In the early decades of the nineteenth century London was facing a major crisis. Inadequate burial space along with a high mortality rate, which resulted in a serious problem, there was just not enough room to bury the dead.

By the early 1830s the authorities were stating that for public health reasons something had to be done about Inadequate burial space. Parliament passed a statute to the effect that seven new private cemeteries should be opened in the countryside around the capital for the burial of London’s dead. These cemeteries were Kensal Green 1833, West Norwood 1836, Highgate 1839, Abney Park 1840, Brompton 1840, Nunhead 1840 and Tower Hamlets 1841. These Cemeteries became known as the Magnificent Seven.

The initial design of Highgate Cemetery was by architect Stephen Geary, an architect and the company’s founder. Geary appointed James Bunstone Bunning as surveyor and David Ramsey, a renowned garden designer, as the landscape architect. The sum of £3,500 was paid for seventeen acres of land that had been the grounds of the Ashurst Estate, descending the steep hillside from Highgate Village. Over the next three years the cemetery was landscaped to brilliant effect by Ramsey with exotic formal planting, complemented by the stunning and unique architecture of both Geary and Bunning. It was this combination that was to secure Highgate as the capital’s principal cemetery.

Due to the Victorian’s romantic attitude to death, Highgate’s presentation led to the creation of a labyrinth of Egyptian sepulchres and a wealth of Gothic tombs and buildings resulting in Highgate quickly becoming the most desirable and fashionable place for burials and admiration not just in London but across England as a whole.

By the turn of the 19th century, the desire for elaborate funerals was waning and families began to choose less ostentatious memorials than in previous decades. Although some wealthy families continued to purchase select Rights of Burial into the 1930s, Highgate Cemetery was passing into a long terminal decline with less expensive and more common graves being the main options. Increasingly, greater numbers of graves were abandoned as families died out or moved away and maintenance became minimal.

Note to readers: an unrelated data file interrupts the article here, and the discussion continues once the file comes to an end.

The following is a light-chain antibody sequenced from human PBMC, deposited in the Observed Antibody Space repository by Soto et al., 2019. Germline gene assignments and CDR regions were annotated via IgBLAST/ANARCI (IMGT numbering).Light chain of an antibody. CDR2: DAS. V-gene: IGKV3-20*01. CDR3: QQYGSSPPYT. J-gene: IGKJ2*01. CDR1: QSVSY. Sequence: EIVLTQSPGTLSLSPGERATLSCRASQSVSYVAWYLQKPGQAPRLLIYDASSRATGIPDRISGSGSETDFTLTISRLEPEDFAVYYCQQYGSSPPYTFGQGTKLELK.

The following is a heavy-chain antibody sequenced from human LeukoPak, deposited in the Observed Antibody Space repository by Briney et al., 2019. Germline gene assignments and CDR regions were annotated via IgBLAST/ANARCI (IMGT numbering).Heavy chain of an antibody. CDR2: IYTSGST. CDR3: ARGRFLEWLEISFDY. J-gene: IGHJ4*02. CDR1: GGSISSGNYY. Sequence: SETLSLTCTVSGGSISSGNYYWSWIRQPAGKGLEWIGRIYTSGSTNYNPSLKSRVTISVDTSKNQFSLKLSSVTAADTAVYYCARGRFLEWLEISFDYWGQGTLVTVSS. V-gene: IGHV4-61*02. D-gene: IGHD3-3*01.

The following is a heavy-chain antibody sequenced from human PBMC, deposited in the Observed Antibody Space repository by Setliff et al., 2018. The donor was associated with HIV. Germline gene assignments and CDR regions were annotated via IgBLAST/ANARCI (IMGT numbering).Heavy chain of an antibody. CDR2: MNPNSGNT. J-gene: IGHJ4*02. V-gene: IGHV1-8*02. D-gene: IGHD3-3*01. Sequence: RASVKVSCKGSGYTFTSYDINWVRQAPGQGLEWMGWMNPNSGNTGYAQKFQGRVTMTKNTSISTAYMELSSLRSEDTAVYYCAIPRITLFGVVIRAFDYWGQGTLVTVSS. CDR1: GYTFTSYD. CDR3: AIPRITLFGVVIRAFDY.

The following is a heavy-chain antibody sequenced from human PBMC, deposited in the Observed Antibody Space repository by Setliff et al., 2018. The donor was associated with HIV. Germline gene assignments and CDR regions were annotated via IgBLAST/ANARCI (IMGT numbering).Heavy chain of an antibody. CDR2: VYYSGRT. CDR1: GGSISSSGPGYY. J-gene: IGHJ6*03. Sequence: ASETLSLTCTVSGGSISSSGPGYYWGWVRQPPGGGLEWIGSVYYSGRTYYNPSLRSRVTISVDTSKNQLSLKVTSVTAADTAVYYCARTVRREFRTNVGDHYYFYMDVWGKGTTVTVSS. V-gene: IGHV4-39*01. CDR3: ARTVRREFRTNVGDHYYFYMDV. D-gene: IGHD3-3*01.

The London Cemetery Company was absorbed into the larger United Cemetery in 1956 and for the next fifteen years struggled to keep the cemetery afloat. Funds eventually ran out and the gates were closed in 1960 with the company finally declared bankrupt. From 1960’s Highgate Cemetery faced a bleak and uncertain future suffering neglect and vandalism. Fortunately, in 1975 The Friends of Highgate Cemetery was formed with the aim “…to promote the conservation of the cemetery, its monuments and buildings, flora and fauna, for the benefit of the public.

Today Highgate Cemetery sits Perched on a hill within London and has become one of the most famous cemeteries in the world. The cemetery has two parts the east and the west entombing poets, painters, princes and paupers and there at least 850 notable people buried at Highgate.

As a child living in London in the 1970’s I can remember visiting Highgate and being mesmerised by the place. Returning as an adult for me personally, it is the west cemetery that is most alluring. Highgate is a mix of romantic decay, overgrown ivy, ferns and deeply shaded paths,  together with a variety of architectural styles making it unique and special. In the autumn, the West Cemetery of Highgate  is transformed in to photographic location of wonder providing a visual history of Victorian London’s funerary monuments, structures and art and it deserves a visit and your support.

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